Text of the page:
BrookYeah, that’s fascinating I love all the metaphors that you weave into the stories about the similarities of ah the magic show and and mystery fiction. In your latest book The Murder Wheel, your magician sleuth is Joseph Spector and he explains that there has been a quote trick within a trick. Would you say that that’s essentially what’s going on in all locked room mysteries?
Tom MeadYes, a hundred percent. My approach as a writer of locked room mysteries and the thing that I really appreciate as a reader is the different levels of illusion and mystification at work. So, there can be physical tricks as in clever gimmicks used to for example, lock a door from the outside that kind of thing but then there are also more abstract tricks which involved subtle placement of clues in plain sight, reinterpretation of a line of dialogue which takes on sudden significance when ah when placed in a fresh context. Also ah misdirection.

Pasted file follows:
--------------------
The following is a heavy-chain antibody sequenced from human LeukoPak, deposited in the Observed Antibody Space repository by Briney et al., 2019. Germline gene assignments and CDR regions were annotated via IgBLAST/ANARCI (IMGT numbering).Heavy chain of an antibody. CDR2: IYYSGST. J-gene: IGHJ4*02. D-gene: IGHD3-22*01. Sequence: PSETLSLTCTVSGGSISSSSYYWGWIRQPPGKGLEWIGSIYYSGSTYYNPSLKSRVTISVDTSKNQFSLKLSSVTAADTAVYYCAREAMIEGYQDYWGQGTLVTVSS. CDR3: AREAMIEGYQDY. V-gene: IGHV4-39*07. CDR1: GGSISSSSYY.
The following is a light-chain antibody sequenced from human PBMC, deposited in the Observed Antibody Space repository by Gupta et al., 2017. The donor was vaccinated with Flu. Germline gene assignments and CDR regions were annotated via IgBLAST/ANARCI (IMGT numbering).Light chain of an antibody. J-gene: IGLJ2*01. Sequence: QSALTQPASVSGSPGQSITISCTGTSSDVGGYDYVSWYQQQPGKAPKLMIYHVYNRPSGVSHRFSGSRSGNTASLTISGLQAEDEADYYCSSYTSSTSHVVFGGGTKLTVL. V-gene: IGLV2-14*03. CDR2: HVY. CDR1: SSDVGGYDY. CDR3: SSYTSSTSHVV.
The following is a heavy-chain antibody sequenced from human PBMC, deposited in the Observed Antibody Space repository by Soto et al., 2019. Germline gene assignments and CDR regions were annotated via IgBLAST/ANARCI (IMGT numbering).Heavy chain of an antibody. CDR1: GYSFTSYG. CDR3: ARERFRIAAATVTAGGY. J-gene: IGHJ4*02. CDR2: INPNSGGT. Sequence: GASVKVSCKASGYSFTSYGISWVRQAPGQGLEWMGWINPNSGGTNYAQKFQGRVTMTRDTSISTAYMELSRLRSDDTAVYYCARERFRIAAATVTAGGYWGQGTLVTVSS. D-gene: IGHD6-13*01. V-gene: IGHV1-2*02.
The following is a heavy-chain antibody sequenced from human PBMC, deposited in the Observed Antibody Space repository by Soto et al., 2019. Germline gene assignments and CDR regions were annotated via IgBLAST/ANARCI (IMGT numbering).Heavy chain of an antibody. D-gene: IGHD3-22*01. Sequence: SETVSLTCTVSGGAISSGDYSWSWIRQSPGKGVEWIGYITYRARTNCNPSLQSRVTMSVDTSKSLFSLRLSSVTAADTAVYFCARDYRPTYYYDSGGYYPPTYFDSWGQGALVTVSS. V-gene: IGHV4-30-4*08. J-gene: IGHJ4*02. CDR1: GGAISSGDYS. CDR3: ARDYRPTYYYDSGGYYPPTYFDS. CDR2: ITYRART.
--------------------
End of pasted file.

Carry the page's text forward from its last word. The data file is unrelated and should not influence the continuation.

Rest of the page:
Tom MeadAnd deliberate obfuscation concerning identities and disguise things like that. And I think the best examples of the genre, the ones where all of those different levels of illusion come into play at once for me the writer the really opened my eyes to the to the scale and the true potential of the locked room mystery is John Dixon Carr. And he was one of the he was ah one of the greatest authors of the Golden Age I would place him up there with Agatha Christie, Ellery Queen, all the greats. But he was the acknowledged master of the locked room mystery, not just because he was so prolific in that genre but because he was so imaginative so creative. And no two of his books are the same. He didn’t recycle or reuse tricks in the way that some Golden Age authors did. And I mentioned clue placement. He was a true master of that. But so was car and so was Ellery Queen. The placement of clues, the different variety of clues, and the playfulness of some of them I think that kind of feeds into one entity and really in a locked room mystery you want all of that. You want to you want the fun, but you want the atmosphere, the sense of mystique. But at the same time a kind of tongue in cheek humor to it.